Standardization and comparison of an XTT-based TNF-alpha bioassay with a TNF-alpha ELISA.
- SourceAvailable from: Chiara Paola Zoia[Show abstract] [Hide abstract]
ABSTRACT: Cytokines interleukin (IL)-6 and tumor necrosis factor (TNF)-alpha can play pathogenetic or protective roles in stroke. They are increased in the brain after experimental ischemia and in the CSF of patients with stroke. However, their presence in the periphery is still controversial. To determine the source and time-course of cytokines in blood of stroke patients, IL-6 and TNF-alpha release from blood cells and serum levels were determined in 40 patients on days 1 through 2, 4, 10, 30, and 90 after stroke. Twenty healthy age-matched volunteers were used as controls. IL-6 and TNF-alpha release from stimulated blood cells was increased in stroke patients, compared to controls. A peak response (+224%) was observed at day 4 for IL-6, while TNF-alpha release was largely and significantly increased (about three-fold compared to controls) from day 1 to 2 until day 90 after stroke. The increase in IL-6 release was significantly higher in ischemic, compared to hemorrhagic strokes, at days 1 and 4. Circulating IL-6 was increased at each time point. The ischemic processes in the CNS induces a long-lasting activation of IL-6 and TNF-alpha production in peripheral blood cells, which are a major source of serum cytokines after stroke.Journal of Cerebral Blood Flow & Metabolism 10/1999; 19(9):1004-9. DOI:10.1097/00004647-199909000-00008 · 5.34 Impact Factor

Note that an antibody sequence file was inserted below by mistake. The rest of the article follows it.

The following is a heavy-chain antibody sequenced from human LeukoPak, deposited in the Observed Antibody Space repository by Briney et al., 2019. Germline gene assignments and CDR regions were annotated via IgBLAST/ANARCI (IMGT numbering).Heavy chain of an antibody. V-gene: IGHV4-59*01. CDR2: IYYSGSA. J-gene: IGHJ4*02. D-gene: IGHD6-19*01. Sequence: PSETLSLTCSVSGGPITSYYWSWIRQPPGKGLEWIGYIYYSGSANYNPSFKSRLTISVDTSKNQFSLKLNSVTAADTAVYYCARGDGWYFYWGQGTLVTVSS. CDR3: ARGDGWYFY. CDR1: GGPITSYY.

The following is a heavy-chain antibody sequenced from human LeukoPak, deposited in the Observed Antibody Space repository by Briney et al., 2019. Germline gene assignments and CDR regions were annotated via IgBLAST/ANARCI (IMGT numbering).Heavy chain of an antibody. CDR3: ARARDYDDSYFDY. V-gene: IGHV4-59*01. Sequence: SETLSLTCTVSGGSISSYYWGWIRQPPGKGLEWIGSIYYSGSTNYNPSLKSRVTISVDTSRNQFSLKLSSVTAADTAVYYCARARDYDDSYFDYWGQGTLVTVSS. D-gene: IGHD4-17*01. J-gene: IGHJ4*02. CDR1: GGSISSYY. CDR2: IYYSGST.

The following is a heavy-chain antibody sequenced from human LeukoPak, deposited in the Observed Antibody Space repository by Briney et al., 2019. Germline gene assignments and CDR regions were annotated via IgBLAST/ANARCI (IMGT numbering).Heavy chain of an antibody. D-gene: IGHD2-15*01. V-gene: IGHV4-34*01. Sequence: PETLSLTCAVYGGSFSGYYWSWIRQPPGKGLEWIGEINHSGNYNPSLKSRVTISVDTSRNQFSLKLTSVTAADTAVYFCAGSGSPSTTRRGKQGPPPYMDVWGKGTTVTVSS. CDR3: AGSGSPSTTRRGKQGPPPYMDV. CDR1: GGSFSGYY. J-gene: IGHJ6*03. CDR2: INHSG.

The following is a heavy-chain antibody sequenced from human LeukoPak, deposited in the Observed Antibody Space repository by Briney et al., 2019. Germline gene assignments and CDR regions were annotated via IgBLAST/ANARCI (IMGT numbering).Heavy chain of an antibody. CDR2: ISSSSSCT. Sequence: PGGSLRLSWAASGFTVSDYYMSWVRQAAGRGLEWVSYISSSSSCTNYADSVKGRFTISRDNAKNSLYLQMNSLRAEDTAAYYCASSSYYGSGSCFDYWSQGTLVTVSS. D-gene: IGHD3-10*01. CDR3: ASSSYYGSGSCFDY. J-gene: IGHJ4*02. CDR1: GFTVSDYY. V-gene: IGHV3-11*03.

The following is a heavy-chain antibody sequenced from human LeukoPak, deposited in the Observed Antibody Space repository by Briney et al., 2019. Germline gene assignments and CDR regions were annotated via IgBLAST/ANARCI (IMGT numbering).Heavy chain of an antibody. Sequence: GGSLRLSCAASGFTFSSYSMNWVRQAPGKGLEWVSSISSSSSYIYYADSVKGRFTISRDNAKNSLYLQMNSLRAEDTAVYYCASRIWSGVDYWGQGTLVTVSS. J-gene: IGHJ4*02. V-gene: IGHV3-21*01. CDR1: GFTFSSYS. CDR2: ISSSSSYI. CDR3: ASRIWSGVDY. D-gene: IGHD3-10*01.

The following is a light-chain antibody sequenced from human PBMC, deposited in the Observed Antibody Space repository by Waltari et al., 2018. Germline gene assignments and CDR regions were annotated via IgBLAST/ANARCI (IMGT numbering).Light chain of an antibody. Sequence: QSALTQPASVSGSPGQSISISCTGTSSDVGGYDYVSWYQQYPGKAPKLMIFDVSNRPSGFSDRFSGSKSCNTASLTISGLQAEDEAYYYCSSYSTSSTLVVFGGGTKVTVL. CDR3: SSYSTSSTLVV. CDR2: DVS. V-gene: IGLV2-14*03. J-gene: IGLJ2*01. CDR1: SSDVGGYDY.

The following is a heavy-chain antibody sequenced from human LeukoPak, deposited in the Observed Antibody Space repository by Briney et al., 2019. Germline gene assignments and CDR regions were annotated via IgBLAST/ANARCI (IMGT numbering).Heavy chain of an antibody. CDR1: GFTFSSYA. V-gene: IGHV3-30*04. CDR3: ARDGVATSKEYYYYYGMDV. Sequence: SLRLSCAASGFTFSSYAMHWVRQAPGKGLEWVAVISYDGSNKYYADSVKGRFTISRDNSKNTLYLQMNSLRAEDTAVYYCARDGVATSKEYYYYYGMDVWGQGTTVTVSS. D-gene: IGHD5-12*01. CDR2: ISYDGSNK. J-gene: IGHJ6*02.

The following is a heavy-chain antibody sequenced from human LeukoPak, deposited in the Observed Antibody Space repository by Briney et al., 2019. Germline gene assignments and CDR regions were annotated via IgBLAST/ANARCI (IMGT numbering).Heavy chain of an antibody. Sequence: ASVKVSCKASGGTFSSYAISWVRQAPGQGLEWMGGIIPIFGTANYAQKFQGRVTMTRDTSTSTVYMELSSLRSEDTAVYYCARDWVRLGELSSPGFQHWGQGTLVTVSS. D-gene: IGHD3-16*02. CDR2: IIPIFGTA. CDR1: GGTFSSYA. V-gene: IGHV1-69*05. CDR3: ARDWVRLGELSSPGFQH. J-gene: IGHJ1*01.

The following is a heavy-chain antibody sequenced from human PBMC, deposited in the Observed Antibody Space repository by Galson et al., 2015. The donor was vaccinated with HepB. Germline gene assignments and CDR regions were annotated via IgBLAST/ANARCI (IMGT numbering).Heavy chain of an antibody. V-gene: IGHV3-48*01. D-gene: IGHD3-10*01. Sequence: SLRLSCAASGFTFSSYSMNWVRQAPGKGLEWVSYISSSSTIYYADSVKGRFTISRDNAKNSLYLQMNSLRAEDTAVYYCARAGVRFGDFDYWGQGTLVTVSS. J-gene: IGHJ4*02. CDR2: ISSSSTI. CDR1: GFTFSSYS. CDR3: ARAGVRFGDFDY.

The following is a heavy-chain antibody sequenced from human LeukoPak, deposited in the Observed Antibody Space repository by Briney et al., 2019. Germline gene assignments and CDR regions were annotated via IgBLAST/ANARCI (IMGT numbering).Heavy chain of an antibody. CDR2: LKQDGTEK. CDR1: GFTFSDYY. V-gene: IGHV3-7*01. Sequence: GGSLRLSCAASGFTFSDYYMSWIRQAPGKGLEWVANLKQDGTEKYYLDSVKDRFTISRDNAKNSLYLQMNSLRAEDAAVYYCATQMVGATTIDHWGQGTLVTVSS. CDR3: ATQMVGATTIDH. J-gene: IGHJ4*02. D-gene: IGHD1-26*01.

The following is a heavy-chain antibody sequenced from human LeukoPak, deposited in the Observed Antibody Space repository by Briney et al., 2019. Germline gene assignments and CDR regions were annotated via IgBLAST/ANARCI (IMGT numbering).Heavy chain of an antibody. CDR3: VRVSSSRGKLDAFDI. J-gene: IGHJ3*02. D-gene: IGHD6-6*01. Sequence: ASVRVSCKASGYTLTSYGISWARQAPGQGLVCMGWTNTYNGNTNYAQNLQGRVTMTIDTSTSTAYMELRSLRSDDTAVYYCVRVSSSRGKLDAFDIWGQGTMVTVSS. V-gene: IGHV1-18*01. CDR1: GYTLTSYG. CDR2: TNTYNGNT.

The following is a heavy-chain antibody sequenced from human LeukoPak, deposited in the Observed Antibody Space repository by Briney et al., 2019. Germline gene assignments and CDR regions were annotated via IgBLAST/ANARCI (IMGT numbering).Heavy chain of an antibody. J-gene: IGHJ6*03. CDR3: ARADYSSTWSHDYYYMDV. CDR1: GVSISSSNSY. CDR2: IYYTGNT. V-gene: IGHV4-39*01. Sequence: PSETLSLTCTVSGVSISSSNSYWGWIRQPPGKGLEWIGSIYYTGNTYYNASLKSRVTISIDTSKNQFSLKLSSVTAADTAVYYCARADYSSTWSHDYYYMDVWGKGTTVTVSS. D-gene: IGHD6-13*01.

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ABSTRACT: Macrophage-induced lung inflammation contributes substantially to respiratory failure during Pneumocystis carinii pneumonia. We isolated a P. carinii cell wall fraction rich in glucan carbohydrate, which potently induces TNF-alpha and macrophage-inflammatory protein-2 generation from alveolar macrophages. Instillation of this purified P. carinii carbohydrate cell wall fraction into healthy rodents is accompanied by substantial increases in whole lung TNF-alpha generation and is associated with neutrophilic infiltration of the lungs. Digestion of the P. carinii cell wall isolate with zymolyase, a preparation containing predominantly beta-1,3 glucanase, substantially reduces the ability of this P. carinii cell wall fraction to activate alveolar macrophages, thus suggesting that beta-glucan components of the P. carinii cell wall largely mediate TNF-alpha release. Furthermore, the soluble carbohydrate beta-glucan receptor antagonists laminariheptaose and laminarin also substantially reduce the ability of the P. carinii cell wall isolate to stimulate macrophage-inflammatory activation. In contrast, soluble alpha-mannan, a preparation that antagonizes macrophage mannose receptors, had minimal effect on TNF-alpha release induced by the P. carinii cell wall fraction. P. carinii beta-glucan-induced TNF-alpha release from alveolar macrophages was also inhibited by both dexamethasone and pentoxifylline, two pharmacological agents with potential activity in controlling P. carinii-induced lung inflammation. These data demonstrate that P. carinii beta-glucan cell wall components can directly stimulate alveolar macrophages to release proinflammatory cytokines mainly through interaction with cognate beta-glucan receptors on the phagocyte.The Journal of Immunology 05/2000; 164(7):3755-63. DOI:10.4049/jimmunol.164.7.3755 · 5.36 Impact Factor